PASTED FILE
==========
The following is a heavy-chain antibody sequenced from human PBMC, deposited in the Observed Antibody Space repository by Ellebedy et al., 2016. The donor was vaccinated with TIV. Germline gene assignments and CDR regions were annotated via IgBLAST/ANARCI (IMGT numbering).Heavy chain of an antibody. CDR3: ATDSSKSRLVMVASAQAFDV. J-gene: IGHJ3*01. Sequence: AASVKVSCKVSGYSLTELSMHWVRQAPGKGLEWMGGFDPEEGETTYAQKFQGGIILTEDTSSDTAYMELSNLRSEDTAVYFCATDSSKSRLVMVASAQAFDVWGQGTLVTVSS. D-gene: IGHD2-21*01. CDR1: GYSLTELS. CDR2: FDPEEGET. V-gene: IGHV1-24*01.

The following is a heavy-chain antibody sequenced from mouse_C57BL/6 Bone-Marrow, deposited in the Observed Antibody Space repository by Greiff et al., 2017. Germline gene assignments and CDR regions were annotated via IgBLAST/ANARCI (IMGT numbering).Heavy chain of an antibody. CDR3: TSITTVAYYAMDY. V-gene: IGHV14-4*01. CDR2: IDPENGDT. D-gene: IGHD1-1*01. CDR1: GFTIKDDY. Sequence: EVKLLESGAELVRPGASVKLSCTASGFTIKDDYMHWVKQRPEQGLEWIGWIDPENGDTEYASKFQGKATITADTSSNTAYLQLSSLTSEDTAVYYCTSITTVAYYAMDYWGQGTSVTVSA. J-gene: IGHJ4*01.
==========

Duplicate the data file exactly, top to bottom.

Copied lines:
The following is a heavy-chain antibody sequenced from human PBMC, deposited in the Observed Antibody Space repository by Ellebedy et al., 2016. The donor was vaccinated with TIV. Germline gene assignments and CDR regions were annotated via IgBLAST/ANARCI (IMGT numbering).Heavy chain of an antibody. CDR3: ATDSSKSRLVMVASAQAFDV. J-gene: IGHJ3*01. Sequence: AASVKVSCKVSGYSLTELSMHWVRQAPGKGLEWMGGFDPEEGETTYAQKFQGGIILTEDTSSDTAYMELSNLRSEDTAVYFCATDSSKSRLVMVASAQAFDVWGQGTLVTVSS. D-gene: IGHD2-21*01. CDR1: GYSLTELS. CDR2: FDPEEGET. V-gene: IGHV1-24*01.

The following is a heavy-chain antibody sequenced from mouse_C57BL/6 Bone-Marrow, deposited in the Observed Antibody Space repository by Greiff et al., 2017. Germline gene assignments and CDR regions were annotated via IgBLAST/ANARCI (IMGT numbering).Heavy chain of an antibody. CDR3: TSITTVAYYAMDY. V-gene: IGHV14-4*01. CDR2: IDPENGDT. D-gene: IGHD1-1*01. CDR1: GFTIKDDY. Sequence: EVKLLESGAELVRPGASVKLSCTASGFTIKDDYMHWVKQRPEQGLEWIGWIDPENGDTEYASKFQGKATITADTSSNTAYLQLSSLTSEDTAVYYCTSITTVAYYAMDYWGQGTSVTVSA. J-gene: IGHJ4*01.